WILMINGTON — Kaspars Daugavins raised plenty of eyebrows with his one-part skill, three-parts goofy shootout attempt on March 11 against the Bruins. As it turns out, that shootout attempt might not have been the strangest behavior Daugavins has exhibited against the team for which he now plays.
On March 21, after beating Anton Khudobin to give the Senators a 1-0 lead in the second period, Daugavins — who, remember, is an adult person — began to bark like a dog on the ice.
“Oh yeah,” Daugavins said Friday. “That was the thing in the Calder Cup run in Binghamton. Guys told me every time I score, I have to bark like a dog.”
The celebration, of course, comes from his name. The Latvian-born Daugavins (pronounced KAS-pars DOG-a-vans) has been called “Dog Man” by his teammates since he came to North America to play for the Toronto St. Michael’s Majors of the OHL in 2006. Daugavins, who has a lab and a smaller dog back home, clearly embraces the nickname — perhaps excessively.
That was Daugavins’ only goal of the season in 19 games for the Senators this season before being waived by Ottawa and picked up by Boston. While his sense of humor, affinity for behaving like a dog in celebration and his signature shootout move may have given him more attention than anything else in his NHL  career to this point, what he actually offers is different than what meets the eye.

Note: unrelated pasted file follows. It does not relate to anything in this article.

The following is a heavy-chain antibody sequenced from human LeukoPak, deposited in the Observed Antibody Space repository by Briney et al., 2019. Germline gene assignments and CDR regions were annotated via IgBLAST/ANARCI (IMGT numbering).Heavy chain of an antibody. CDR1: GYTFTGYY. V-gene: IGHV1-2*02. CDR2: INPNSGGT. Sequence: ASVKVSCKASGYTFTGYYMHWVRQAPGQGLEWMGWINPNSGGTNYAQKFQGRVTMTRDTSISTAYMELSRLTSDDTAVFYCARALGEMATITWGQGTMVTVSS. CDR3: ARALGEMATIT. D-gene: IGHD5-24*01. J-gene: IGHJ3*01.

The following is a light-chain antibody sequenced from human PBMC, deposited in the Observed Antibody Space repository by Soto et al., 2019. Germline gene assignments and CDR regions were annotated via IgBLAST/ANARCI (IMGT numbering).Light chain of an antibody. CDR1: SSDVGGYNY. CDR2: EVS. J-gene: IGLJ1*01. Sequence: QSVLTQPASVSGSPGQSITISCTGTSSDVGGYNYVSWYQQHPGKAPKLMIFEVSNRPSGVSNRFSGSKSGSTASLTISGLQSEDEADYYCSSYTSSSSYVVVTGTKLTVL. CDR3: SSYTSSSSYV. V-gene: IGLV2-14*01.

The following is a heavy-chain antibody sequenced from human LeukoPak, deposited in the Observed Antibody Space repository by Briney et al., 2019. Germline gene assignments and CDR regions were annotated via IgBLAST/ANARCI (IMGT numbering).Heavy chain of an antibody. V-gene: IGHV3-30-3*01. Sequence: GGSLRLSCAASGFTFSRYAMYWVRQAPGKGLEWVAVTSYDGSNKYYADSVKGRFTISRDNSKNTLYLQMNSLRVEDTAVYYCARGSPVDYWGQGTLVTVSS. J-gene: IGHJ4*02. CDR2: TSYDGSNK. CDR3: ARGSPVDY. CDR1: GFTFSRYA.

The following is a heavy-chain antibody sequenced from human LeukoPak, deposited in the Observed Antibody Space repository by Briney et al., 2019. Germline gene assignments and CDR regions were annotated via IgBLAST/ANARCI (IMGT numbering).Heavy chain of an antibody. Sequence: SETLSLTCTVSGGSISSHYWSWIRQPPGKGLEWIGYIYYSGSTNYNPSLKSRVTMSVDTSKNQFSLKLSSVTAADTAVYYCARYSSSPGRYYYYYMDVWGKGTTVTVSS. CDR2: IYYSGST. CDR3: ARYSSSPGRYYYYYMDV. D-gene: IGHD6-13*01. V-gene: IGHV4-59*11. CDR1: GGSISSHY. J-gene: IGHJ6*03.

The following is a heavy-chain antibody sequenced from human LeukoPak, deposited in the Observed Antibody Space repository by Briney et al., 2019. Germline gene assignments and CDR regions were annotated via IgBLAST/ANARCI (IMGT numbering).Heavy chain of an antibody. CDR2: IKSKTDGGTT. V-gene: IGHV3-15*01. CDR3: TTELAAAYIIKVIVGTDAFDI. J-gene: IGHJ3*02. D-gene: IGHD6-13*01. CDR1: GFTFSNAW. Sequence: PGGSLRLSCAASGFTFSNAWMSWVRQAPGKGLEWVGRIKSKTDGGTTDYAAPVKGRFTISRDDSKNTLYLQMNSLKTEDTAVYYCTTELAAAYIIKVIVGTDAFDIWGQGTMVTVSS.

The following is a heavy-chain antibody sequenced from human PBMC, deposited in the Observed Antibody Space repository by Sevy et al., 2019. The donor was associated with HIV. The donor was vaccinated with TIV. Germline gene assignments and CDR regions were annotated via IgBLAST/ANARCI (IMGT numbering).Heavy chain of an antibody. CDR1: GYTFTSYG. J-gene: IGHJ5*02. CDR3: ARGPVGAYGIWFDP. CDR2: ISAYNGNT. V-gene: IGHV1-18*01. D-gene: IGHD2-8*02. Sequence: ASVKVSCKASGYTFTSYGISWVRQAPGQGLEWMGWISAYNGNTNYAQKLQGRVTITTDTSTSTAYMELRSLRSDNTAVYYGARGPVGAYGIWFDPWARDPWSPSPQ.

For example, Daugavins hasn’t been a shootout star in his time in the league, as he’s 1-for-4 in his career at the NHL  level. Though he once scored 40 goals in the OHL, you probably shouldn’t expect to hear the 24-year-old barking too much in the NHL  (he had five goals in 65 games for the Senators last season).
The 6-foot-0, 205 Daugavins actually provides the Bruins with a strong body that, with the exception of a bad turnover in the third period of his Bruins debut Thursday, plays a defensively sound game first and foremost. It’s for that reason that he thinks Boston is a good fit.
“I work hard, and the same with this team,” he said. “Every guy battles for every inch of the ice, and I do the same thing. Hopefully I’ll be able to help here.
“I was doing the same role in the American League  and in Ottawa. I feel confident playing a defensive role, getting some pucks in their end and starting cycles and get some offense going, too.”
Daugavins is one of two former Senators added to the Bruins this season, with Wade Redden being the other. Peter Chiarelli was still with the Senators in the season prior to his selection in the third round of the 2006 draft, so he might have some familiarity with having scouted the player.
With Jordan Caron skating as the fourth forward on the Merlot Line in Friday’s practice, Daugavins remains in the third line mix for the B’s after playing with Rich Peverley  and Jay Pandolfo Thursday, though that line was essentially used as a fourth line (Daugavin’s 9:21 of ice time was the second-lowest on the Bruins). The return of Chris Kelly  could push Daugavins out of the lineup in the coming days, but in a season in which offensive depth is important given the frequency of injuries, the Dog Man might be the right breed for the B’s.